Issue #29
The Good Prizes by Daniel Addercouth

Clare’s father gives her more coins for the claw machine. There’s a stuffed Pokemon she wants to win. “These things are designed so you can never get the good prizes,” her father says.

read more
Lullaby by Darlene Eliot

There’s an owl outside the window. He hoots at 1:00 a.m. The tenants toss, turn, and fume. 3B opens the window, aims a flashlight at the leaves. 2A stomps out with a tennis ball and hurls it at the tree.

read more
Nowhere Girl by Robert Herbst

You were one car over, all curls and eyes. I was just four wheels, an engine. This was at the stoplight – Western and Milwaukee. I pulled up, and it was like you’d been waiting for me in someone else’s backseat all night.

read more
Love® by Serena Jayne

Ask a doctor or pharmacist before use if you are taking tranquilizers or sedatives, it’s last call, one of your friends recently coupled, or you are approaching a milestone birthday and in danger of marrying your backup partner.

read more
Linguistics by Kelly Pedro

The word of the day is chartreuse, a variable color averaging a brilliant yellow green. Origin: Once Latin, now French. Used in a sentence: Elyse knew why the chartreuse sweater was on clearance—the threads were starting to fray, and it clearly wasn’t well made, but Elyse bought it anyway because she found something about it charming.

read more
God’s Gift by Audrey NIVEN

Hail Mary full of Grace, the Lord is with you as you stoat down the street, hungover, shoes not tied.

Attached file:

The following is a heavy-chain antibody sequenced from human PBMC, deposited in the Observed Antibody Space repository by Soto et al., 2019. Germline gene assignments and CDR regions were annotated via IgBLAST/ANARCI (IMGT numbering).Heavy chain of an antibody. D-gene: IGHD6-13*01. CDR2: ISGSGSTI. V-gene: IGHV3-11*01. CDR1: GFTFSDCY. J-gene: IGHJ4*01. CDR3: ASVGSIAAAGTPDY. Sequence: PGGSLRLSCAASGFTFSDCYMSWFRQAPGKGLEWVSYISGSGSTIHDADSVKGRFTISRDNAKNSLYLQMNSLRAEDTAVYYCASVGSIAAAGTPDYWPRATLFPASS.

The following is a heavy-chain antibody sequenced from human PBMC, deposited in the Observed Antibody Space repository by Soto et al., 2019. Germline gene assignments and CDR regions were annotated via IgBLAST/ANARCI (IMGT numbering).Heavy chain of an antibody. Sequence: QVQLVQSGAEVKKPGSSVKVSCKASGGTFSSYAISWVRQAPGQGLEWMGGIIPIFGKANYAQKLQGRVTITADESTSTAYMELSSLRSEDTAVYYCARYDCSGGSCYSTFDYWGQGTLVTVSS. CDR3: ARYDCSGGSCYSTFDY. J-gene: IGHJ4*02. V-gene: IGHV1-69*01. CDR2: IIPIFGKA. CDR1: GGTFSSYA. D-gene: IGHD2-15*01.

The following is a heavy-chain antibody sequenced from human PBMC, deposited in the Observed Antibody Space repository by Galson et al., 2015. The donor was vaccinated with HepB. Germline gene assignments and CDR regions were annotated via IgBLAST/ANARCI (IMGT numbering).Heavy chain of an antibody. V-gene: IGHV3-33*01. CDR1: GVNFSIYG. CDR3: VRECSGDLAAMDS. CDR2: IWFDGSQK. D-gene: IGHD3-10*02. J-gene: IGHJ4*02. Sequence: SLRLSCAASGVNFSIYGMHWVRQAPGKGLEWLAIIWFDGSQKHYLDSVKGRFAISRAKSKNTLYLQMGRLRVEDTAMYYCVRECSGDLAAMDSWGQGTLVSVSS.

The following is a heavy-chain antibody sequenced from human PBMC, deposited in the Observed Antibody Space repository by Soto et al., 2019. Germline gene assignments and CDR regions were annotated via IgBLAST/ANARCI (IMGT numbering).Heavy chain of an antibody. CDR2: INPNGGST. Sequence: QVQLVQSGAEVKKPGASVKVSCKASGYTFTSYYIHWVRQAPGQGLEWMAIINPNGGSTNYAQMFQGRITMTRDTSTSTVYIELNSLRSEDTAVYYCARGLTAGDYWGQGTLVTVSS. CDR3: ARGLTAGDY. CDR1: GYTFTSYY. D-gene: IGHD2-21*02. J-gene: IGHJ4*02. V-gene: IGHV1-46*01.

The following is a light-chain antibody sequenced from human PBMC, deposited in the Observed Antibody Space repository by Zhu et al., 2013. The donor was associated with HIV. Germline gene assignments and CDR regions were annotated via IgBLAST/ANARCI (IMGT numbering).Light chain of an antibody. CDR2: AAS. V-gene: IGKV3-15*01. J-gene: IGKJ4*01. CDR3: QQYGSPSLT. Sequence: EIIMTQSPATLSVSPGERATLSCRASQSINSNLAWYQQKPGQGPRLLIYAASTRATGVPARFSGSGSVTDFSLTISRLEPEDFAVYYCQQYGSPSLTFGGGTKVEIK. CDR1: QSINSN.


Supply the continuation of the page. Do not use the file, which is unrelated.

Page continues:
‘Ho, Mary!’ he shouts over the traffic.

read more
Gonna Be a Poet by Tom Vowler

Between hits we hang out at the beach, perched naked on salt-rimed stanchions, cocking a leg high like we’re the Karate Kid, before tumbling into the waves’ icy maw, where we bawl so hard even the gulls are offended.

read more

Amelia Earhart Knew Seven Latin Words for Fire by Joe Kapitan

Ignis, the flaming wreckage, bubbling rubber, liquified cloth, her skin charred and blistering, acrid smoke, the tiny thunders of survival’s kicks

Bog Iron by Shane Larkin

We make stops on the way to our bog plot to look at the little skeletons. Dad tells me about them. Curlews and skylarks in dancing poses. Tiny skulls.

The Storyteller of Aleppo by Donna Obeid

In the barren cold camp, you wear a dusty cape and top hat, wave my cane as if it were a wand and tell me your dream-stories, one after the next, your words spun and tossed like tethers into the air.

Electric Storm by Kathryn Aldridge-Morris

It’s been twenty minutes since the first bolt of lightning ripped a scar through the purple night sky. Since my mother said to swim in the rain ― it’s fun. Since her boyfriend Colin said he’d join us― to check we’re ok.

I’ll Show You Mine If You Show Me Yours by Eliot Li

I tell you I’ve only ever shown it to a girl who I met on a tour bus in Moscow, where I was traveling with my parents. She had bad acne, and she really liked Duran Duran.